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Engaging Methuen Readers

February 29th, an inauspicious day in Massachusetts History

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Leap Year Day, February 29th, was an inauspicious day in early Massachusetts history.

On this day, Feb. 29th,  in 1692, the first of the accused “witches” were arrested in Salem, Massachusetts. Several Salem girls exhibited strange behavior and attributed their ailments to the mysterious workings of three women: Sarah Good, Sarah Osborne and Tituba, a West Indian Slave.  This was the start of the witch hysteria and the resulting trials that Salem, MA will forever be known for.   When all was said and done, 19 people had been hanged, 5 had died in jail, 1 had been tortured to death, 2 dogs were executed, and more than 150 people had been imprisoned.*

To read up on this accursed history, try Pulitizer Prize winning author Stacy Schiff’s new book,  The witches : Salem, 1692 .   Schiff analyzes the Salem Witch Trials in order to offer key insights into the role of women in its events, while explaining how its tragedies became possible.

Or, try the modern classic, The Devil in Massachusetts: a modern enquiry into the Salem witch trials  by Marion L. Starkey that offers a psychological interpretation of the historic event.

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Twelve years, or three leap years, later, on February 29, 1704, the garrison at Deerfield, MA, was raided and burned by French and Native American forces.  47 persons were killed and 120 were taken captive and brought to Canada. Apparently, the object of the raid was to recover a bell that was supposed to have been for a Native American church in Canada.  The Deerfield congregation bought the bell not knowing of its intended destination, or that it was heisted off of a captured ship.*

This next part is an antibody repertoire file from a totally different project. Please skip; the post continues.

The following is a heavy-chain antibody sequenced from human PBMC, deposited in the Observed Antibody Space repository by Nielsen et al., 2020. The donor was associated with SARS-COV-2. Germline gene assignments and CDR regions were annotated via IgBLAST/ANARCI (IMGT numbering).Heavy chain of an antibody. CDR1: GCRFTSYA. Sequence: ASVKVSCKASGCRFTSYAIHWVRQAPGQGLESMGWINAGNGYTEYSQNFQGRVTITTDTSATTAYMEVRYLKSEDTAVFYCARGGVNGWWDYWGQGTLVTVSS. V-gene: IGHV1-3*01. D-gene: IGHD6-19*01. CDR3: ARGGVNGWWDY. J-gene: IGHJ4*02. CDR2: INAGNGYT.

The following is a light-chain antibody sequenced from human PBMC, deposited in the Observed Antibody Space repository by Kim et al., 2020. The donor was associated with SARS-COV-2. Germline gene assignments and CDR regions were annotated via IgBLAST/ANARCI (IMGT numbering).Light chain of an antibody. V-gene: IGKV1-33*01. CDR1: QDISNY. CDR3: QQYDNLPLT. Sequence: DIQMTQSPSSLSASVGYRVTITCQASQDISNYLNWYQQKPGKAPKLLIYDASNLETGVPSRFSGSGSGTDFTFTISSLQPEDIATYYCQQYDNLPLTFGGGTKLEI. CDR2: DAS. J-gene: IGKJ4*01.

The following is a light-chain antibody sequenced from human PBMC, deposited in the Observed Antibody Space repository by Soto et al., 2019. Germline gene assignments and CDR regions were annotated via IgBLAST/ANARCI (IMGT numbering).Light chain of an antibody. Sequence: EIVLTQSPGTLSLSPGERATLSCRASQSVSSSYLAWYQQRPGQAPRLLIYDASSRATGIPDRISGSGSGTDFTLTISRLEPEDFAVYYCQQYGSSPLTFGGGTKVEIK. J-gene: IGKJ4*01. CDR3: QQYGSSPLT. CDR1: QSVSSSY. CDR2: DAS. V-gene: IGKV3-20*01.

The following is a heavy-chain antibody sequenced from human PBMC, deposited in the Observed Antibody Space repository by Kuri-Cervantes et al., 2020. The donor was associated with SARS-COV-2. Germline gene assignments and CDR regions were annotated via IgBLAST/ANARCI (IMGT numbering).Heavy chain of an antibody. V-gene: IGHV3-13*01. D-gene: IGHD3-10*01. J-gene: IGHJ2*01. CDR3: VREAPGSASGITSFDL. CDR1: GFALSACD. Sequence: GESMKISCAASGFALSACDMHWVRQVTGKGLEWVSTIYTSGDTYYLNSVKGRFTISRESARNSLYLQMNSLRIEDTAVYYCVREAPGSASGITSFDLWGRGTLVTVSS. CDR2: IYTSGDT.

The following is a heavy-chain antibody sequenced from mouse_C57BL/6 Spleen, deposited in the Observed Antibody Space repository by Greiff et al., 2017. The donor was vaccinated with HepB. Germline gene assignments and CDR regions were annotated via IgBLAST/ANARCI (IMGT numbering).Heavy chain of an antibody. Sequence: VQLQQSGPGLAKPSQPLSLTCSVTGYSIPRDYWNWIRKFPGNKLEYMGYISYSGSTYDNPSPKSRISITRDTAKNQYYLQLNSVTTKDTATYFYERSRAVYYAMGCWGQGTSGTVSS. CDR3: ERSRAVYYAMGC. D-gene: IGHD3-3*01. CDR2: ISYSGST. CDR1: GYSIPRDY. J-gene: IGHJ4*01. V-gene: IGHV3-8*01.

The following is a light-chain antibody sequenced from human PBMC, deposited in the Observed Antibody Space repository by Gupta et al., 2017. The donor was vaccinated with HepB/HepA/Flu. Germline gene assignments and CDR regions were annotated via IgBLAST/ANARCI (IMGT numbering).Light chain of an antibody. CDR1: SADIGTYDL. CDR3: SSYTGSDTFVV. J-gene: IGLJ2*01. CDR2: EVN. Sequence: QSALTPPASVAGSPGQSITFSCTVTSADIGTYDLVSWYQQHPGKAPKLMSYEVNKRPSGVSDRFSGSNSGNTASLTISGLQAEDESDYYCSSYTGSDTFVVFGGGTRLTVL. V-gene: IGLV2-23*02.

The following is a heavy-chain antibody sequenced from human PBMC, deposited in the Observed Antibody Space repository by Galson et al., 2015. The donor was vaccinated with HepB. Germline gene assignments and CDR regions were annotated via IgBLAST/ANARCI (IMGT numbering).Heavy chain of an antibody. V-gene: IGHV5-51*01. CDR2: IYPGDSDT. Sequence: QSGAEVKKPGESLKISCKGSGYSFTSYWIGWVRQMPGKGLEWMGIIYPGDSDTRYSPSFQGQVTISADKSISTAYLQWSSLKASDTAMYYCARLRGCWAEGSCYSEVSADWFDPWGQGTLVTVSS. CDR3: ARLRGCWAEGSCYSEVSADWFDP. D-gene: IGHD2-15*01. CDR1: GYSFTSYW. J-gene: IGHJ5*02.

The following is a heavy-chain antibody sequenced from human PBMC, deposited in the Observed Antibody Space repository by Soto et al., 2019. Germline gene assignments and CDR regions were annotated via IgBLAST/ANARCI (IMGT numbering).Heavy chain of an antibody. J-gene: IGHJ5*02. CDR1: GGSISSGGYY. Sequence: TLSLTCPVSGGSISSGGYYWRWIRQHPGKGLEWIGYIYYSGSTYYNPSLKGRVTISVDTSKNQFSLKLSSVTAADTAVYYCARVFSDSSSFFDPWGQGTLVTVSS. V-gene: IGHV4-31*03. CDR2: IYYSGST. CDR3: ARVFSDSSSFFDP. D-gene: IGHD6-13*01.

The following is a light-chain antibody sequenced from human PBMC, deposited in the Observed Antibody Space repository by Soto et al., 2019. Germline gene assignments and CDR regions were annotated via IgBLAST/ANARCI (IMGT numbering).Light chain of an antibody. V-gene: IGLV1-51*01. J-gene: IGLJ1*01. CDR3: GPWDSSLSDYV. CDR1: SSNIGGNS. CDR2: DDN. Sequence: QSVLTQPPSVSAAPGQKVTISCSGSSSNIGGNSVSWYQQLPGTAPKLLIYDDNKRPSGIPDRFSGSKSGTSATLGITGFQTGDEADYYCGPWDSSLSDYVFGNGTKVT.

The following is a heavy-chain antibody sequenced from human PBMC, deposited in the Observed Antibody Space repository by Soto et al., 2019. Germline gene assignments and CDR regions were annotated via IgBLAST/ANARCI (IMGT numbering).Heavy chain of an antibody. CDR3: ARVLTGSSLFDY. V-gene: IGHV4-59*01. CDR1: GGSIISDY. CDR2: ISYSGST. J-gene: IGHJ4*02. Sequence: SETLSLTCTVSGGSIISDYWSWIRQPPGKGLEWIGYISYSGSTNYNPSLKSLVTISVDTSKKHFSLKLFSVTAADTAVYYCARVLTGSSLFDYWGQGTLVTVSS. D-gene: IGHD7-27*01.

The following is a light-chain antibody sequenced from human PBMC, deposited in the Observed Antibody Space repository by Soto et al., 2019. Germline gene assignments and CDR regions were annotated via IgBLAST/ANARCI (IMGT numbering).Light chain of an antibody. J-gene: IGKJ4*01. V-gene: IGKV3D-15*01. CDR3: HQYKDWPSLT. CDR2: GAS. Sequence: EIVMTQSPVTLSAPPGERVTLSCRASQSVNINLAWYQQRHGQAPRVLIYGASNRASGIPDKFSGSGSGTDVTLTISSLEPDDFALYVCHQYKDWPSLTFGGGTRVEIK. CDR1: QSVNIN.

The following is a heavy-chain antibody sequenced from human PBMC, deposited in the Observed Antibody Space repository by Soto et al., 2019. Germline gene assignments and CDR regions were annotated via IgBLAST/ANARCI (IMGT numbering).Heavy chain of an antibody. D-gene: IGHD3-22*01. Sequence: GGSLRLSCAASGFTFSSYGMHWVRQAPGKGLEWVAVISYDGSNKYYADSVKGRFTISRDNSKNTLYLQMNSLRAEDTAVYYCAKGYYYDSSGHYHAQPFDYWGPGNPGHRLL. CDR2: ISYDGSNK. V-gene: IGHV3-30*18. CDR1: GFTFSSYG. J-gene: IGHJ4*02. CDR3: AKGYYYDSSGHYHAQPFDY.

For further reading on the subject, check out this amazing resource of first-hand accounts of the raid from varying points-of-view:

Captive Histories:  English, French and Native Narratives of the 1704 Deerfield Raid

For curious residents or history buffs, read all about the above topics and more in the storied history of the state:  It Happened in Massachusetts by Larry B. Pletcher, with contributions from Daniel Spinella.

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* From Chase’s Calendar of Events, 2016

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